When we heard about the world’s first synthetic lifeform, we realized we needed a science expert to help us explore and share the real significance of the news. So we’re very pleased to introduce our first guest blogger, Alexandra Ruaux (wife of regular contributor Alexander Bowyer). Alexandra has a PhD in Biochemistry from the University of Southampton, UK and is currently a postdoctoral researcher at the Biotechnology Research Institute in Montréal, where she spends most of her days growing and isolating bacterial proteins to determine their molecular structure. She has published several journal papers and contributed structures to the Protein Data Bank.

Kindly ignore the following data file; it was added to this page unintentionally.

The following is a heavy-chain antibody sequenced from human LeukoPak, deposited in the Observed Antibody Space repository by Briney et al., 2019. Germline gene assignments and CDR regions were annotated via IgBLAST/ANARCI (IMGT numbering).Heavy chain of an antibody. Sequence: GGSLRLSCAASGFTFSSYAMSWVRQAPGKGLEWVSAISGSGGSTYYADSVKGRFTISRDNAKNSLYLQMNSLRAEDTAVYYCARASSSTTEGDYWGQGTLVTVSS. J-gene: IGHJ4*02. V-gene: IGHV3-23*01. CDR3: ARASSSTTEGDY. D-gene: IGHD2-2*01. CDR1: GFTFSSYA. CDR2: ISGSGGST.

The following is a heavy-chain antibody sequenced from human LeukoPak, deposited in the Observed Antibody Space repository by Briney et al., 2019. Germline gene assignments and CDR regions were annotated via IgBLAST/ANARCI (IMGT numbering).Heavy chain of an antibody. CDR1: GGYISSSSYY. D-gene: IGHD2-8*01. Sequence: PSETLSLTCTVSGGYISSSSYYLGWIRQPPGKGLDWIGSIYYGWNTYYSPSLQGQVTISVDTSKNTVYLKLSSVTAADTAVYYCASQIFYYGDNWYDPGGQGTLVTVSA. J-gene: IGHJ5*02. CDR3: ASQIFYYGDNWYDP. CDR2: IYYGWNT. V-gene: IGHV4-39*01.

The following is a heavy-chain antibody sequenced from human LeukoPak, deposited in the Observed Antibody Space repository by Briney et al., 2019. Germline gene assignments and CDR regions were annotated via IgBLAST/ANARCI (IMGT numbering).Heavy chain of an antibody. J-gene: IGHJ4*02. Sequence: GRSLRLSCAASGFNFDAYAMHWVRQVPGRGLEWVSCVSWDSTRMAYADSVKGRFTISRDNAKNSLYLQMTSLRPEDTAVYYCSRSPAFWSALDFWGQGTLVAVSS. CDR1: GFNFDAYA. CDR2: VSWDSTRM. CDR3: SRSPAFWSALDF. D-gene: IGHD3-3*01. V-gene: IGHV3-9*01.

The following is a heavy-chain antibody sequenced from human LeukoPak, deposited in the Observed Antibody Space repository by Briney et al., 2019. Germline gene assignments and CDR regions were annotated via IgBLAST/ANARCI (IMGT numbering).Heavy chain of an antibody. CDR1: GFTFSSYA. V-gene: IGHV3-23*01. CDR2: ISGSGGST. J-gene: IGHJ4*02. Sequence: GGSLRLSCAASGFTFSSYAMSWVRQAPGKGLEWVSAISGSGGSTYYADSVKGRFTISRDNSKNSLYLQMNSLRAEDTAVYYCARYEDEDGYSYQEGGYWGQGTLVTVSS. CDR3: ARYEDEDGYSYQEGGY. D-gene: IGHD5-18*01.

Synthia is the first living organism on the planet to have a computer for a parent. From just four bottles of chemicals (the basic components of DNA; Adenine, Cytosine, Guanine and Thymine) Dr. Craig Venter and his research group at the J. Craig Venter Institute synthesised the entire genome of a bacterial cell. They used a known genetic code as a recipe and transplanted it into a different cell, effectively causing it to ‘change’ species. What does this mean for mankind? Are we about to have the magic of life reduced to just 4 chemicals? Will terrorists be able to synthesise terrible bio-weapons? Can we now design cells that do whatever we want?
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